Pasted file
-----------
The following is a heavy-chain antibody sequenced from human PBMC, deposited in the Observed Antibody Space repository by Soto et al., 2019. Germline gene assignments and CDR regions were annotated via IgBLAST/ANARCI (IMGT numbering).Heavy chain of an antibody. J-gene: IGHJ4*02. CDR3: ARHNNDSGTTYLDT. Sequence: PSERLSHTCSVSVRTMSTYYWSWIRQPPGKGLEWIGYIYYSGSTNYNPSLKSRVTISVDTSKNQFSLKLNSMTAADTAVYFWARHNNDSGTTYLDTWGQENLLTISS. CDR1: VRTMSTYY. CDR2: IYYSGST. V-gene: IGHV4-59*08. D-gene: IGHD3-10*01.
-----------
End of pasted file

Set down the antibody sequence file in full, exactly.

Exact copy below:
The following is a heavy-chain antibody sequenced from human PBMC, deposited in the Observed Antibody Space repository by Soto et al., 2019. Germline gene assignments and CDR regions were annotated via IgBLAST/ANARCI (IMGT numbering).Heavy chain of an antibody. J-gene: IGHJ4*02. CDR3: ARHNNDSGTTYLDT. Sequence: PSERLSHTCSVSVRTMSTYYWSWIRQPPGKGLEWIGYIYYSGSTNYNPSLKSRVTISVDTSKNQFSLKLNSMTAADTAVYFWARHNNDSGTTYLDTWGQENLLTISS. CDR1: VRTMSTYY. CDR2: IYYSGST. V-gene: IGHV4-59*08. D-gene: IGHD3-10*01.